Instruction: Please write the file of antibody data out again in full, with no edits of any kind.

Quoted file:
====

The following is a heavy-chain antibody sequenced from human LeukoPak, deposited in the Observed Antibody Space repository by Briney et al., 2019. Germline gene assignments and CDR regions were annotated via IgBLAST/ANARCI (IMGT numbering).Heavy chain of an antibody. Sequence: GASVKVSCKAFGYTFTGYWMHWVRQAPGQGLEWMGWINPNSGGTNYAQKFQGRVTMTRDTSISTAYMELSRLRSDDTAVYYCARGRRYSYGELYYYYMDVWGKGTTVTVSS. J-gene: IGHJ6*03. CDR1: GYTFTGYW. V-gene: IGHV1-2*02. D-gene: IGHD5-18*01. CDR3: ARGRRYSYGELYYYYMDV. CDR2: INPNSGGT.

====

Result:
The following is a heavy-chain antibody sequenced from human LeukoPak, deposited in the Observed Antibody Space repository by Briney et al., 2019. Germline gene assignments and CDR regions were annotated via IgBLAST/ANARCI (IMGT numbering).Heavy chain of an antibody. Sequence: GASVKVSCKAFGYTFTGYWMHWVRQAPGQGLEWMGWINPNSGGTNYAQKFQGRVTMTRDTSISTAYMELSRLRSDDTAVYYCARGRRYSYGELYYYYMDVWGKGTTVTVSS. J-gene: IGHJ6*03. CDR1: GYTFTGYW. V-gene: IGHV1-2*02. D-gene: IGHD5-18*01. CDR3: ARGRRYSYGELYYYYMDV. CDR2: INPNSGGT.